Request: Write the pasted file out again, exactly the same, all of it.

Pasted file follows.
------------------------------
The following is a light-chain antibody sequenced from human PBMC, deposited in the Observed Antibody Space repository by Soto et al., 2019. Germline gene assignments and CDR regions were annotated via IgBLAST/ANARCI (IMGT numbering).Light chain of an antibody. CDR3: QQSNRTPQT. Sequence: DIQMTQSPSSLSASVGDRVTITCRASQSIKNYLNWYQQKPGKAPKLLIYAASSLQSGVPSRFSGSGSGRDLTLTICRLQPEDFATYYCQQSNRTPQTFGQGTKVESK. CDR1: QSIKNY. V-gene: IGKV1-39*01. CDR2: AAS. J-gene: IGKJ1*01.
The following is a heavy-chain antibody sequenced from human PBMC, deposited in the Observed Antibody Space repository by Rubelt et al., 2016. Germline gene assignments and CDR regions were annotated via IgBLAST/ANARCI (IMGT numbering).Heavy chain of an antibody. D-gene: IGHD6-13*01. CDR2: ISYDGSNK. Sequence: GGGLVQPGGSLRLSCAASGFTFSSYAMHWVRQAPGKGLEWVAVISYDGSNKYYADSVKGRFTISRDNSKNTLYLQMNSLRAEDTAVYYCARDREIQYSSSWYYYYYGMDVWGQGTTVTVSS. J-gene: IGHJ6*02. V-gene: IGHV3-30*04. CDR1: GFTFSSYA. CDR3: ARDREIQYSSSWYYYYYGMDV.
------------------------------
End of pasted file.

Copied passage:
The following is a light-chain antibody sequenced from human PBMC, deposited in the Observed Antibody Space repository by Soto et al., 2019. Germline gene assignments and CDR regions were annotated via IgBLAST/ANARCI (IMGT numbering).Light chain of an antibody. CDR3: QQSNRTPQT. Sequence: DIQMTQSPSSLSASVGDRVTITCRASQSIKNYLNWYQQKPGKAPKLLIYAASSLQSGVPSRFSGSGSGRDLTLTICRLQPEDFATYYCQQSNRTPQTFGQGTKVESK. CDR1: QSIKNY. V-gene: IGKV1-39*01. CDR2: AAS. J-gene: IGKJ1*01.
The following is a heavy-chain antibody sequenced from human PBMC, deposited in the Observed Antibody Space repository by Rubelt et al., 2016. Germline gene assignments and CDR regions were annotated via IgBLAST/ANARCI (IMGT numbering).Heavy chain of an antibody. D-gene: IGHD6-13*01. CDR2: ISYDGSNK. Sequence: GGGLVQPGGSLRLSCAASGFTFSSYAMHWVRQAPGKGLEWVAVISYDGSNKYYADSVKGRFTISRDNSKNTLYLQMNSLRAEDTAVYYCARDREIQYSSSWYYYYYGMDVWGQGTTVTVSS. J-gene: IGHJ6*02. V-gene: IGHV3-30*04. CDR1: GFTFSSYA. CDR3: ARDREIQYSSSWYYYYYGMDV.